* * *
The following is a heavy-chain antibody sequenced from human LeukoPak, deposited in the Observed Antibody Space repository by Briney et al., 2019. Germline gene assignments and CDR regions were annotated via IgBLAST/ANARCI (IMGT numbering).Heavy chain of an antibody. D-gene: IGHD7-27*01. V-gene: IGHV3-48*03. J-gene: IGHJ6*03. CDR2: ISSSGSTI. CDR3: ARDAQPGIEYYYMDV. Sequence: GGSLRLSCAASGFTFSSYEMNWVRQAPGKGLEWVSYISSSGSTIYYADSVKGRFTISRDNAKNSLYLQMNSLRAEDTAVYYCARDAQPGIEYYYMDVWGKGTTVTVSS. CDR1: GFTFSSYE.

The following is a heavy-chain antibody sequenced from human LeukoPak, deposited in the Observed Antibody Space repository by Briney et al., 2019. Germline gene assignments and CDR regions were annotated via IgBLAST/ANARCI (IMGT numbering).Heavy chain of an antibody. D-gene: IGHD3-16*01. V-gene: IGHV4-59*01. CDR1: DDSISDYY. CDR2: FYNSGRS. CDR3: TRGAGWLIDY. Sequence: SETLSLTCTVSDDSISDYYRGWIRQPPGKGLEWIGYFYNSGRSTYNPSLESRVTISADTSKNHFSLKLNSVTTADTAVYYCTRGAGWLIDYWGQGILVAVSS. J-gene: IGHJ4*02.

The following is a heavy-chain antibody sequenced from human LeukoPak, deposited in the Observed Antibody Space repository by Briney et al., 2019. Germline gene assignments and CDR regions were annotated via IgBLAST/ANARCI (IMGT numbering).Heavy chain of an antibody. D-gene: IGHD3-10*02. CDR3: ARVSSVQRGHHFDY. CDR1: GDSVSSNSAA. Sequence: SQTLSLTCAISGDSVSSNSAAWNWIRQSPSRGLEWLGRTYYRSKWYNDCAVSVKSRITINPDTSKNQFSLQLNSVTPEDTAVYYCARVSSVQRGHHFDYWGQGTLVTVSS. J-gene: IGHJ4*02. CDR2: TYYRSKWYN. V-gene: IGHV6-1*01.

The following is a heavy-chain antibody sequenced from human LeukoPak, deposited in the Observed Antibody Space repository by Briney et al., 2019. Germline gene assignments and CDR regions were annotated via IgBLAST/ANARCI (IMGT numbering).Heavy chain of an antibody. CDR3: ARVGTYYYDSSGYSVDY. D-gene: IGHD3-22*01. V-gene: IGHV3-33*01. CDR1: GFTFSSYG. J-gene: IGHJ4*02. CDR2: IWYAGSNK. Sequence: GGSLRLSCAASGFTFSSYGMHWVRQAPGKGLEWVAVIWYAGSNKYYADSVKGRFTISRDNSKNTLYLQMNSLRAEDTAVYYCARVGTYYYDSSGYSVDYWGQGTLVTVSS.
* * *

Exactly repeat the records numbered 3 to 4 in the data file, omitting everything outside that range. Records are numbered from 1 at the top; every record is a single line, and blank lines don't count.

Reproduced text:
The following is a heavy-chain antibody sequenced from human LeukoPak, deposited in the Observed Antibody Space repository by Briney et al., 2019. Germline gene assignments and CDR regions were annotated via IgBLAST/ANARCI (IMGT numbering).Heavy chain of an antibody. D-gene: IGHD3-10*02. CDR3: ARVSSVQRGHHFDY. CDR1: GDSVSSNSAA. Sequence: SQTLSLTCAISGDSVSSNSAAWNWIRQSPSRGLEWLGRTYYRSKWYNDCAVSVKSRITINPDTSKNQFSLQLNSVTPEDTAVYYCARVSSVQRGHHFDYWGQGTLVTVSS. J-gene: IGHJ4*02. CDR2: TYYRSKWYN. V-gene: IGHV6-1*01.

The following is a heavy-chain antibody sequenced from human LeukoPak, deposited in the Observed Antibody Space repository by Briney et al., 2019. Germline gene assignments and CDR regions were annotated via IgBLAST/ANARCI (IMGT numbering).Heavy chain of an antibody. CDR3: ARVGTYYYDSSGYSVDY. D-gene: IGHD3-22*01. V-gene: IGHV3-33*01. CDR1: GFTFSSYG. J-gene: IGHJ4*02. CDR2: IWYAGSNK. Sequence: GGSLRLSCAASGFTFSSYGMHWVRQAPGKGLEWVAVIWYAGSNKYYADSVKGRFTISRDNSKNTLYLQMNSLRAEDTAVYYCARVGTYYYDSSGYSVDYWGQGTLVTVSS.